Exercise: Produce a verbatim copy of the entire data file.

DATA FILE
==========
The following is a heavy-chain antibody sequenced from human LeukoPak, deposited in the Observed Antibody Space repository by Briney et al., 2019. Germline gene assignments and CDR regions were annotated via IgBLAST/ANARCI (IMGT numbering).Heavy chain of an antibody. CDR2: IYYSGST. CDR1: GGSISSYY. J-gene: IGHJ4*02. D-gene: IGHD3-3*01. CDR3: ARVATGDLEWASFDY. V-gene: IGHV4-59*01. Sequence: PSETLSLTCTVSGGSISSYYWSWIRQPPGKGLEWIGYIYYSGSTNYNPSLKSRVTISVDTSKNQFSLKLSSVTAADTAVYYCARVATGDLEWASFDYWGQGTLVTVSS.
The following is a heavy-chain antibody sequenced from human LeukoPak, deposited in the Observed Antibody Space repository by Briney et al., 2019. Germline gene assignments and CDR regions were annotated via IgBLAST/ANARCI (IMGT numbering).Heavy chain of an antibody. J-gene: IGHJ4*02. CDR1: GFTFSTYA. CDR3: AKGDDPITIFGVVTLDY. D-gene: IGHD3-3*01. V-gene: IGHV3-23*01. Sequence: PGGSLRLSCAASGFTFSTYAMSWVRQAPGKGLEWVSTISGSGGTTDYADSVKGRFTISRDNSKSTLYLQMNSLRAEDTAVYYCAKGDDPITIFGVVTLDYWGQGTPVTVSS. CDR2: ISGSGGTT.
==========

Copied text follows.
The following is a heavy-chain antibody sequenced from human LeukoPak, deposited in the Observed Antibody Space repository by Briney et al., 2019. Germline gene assignments and CDR regions were annotated via IgBLAST/ANARCI (IMGT numbering).Heavy chain of an antibody. CDR2: IYYSGST. CDR1: GGSISSYY. J-gene: IGHJ4*02. D-gene: IGHD3-3*01. CDR3: ARVATGDLEWASFDY. V-gene: IGHV4-59*01. Sequence: PSETLSLTCTVSGGSISSYYWSWIRQPPGKGLEWIGYIYYSGSTNYNPSLKSRVTISVDTSKNQFSLKLSSVTAADTAVYYCARVATGDLEWASFDYWGQGTLVTVSS.
The following is a heavy-chain antibody sequenced from human LeukoPak, deposited in the Observed Antibody Space repository by Briney et al., 2019. Germline gene assignments and CDR regions were annotated via IgBLAST/ANARCI (IMGT numbering).Heavy chain of an antibody. J-gene: IGHJ4*02. CDR1: GFTFSTYA. CDR3: AKGDDPITIFGVVTLDY. D-gene: IGHD3-3*01. V-gene: IGHV3-23*01. Sequence: PGGSLRLSCAASGFTFSTYAMSWVRQAPGKGLEWVSTISGSGGTTDYADSVKGRFTISRDNSKSTLYLQMNSLRAEDTAVYYCAKGDDPITIFGVVTLDYWGQGTPVTVSS. CDR2: ISGSGGTT.